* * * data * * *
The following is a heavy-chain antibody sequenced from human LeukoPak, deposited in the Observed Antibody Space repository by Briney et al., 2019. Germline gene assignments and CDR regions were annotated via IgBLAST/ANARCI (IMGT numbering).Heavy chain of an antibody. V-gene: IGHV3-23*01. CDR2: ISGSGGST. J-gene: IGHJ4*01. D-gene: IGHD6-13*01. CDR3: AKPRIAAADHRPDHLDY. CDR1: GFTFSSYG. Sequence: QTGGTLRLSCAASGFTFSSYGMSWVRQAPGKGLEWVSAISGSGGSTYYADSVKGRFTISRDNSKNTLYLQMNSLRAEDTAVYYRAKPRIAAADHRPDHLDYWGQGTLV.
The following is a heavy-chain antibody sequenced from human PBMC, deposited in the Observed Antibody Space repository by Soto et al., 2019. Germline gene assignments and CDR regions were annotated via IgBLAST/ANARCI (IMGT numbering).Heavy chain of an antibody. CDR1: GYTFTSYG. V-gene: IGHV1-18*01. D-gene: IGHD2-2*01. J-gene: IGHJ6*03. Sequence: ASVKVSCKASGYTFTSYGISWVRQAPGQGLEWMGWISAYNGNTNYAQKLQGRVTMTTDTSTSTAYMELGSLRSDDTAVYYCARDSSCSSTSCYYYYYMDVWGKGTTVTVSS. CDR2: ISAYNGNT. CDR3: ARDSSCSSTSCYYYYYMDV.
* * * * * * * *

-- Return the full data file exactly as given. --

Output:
The following is a heavy-chain antibody sequenced from human LeukoPak, deposited in the Observed Antibody Space repository by Briney et al., 2019. Germline gene assignments and CDR regions were annotated via IgBLAST/ANARCI (IMGT numbering).Heavy chain of an antibody. V-gene: IGHV3-23*01. CDR2: ISGSGGST. J-gene: IGHJ4*01. D-gene: IGHD6-13*01. CDR3: AKPRIAAADHRPDHLDY. CDR1: GFTFSSYG. Sequence: QTGGTLRLSCAASGFTFSSYGMSWVRQAPGKGLEWVSAISGSGGSTYYADSVKGRFTISRDNSKNTLYLQMNSLRAEDTAVYYRAKPRIAAADHRPDHLDYWGQGTLV.
The following is a heavy-chain antibody sequenced from human PBMC, deposited in the Observed Antibody Space repository by Soto et al., 2019. Germline gene assignments and CDR regions were annotated via IgBLAST/ANARCI (IMGT numbering).Heavy chain of an antibody. CDR1: GYTFTSYG. V-gene: IGHV1-18*01. D-gene: IGHD2-2*01. J-gene: IGHJ6*03. Sequence: ASVKVSCKASGYTFTSYGISWVRQAPGQGLEWMGWISAYNGNTNYAQKLQGRVTMTTDTSTSTAYMELGSLRSDDTAVYYCARDSSCSSTSCYYYYYMDVWGKGTTVTVSS. CDR2: ISAYNGNT. CDR3: ARDSSCSSTSCYYYYYMDV.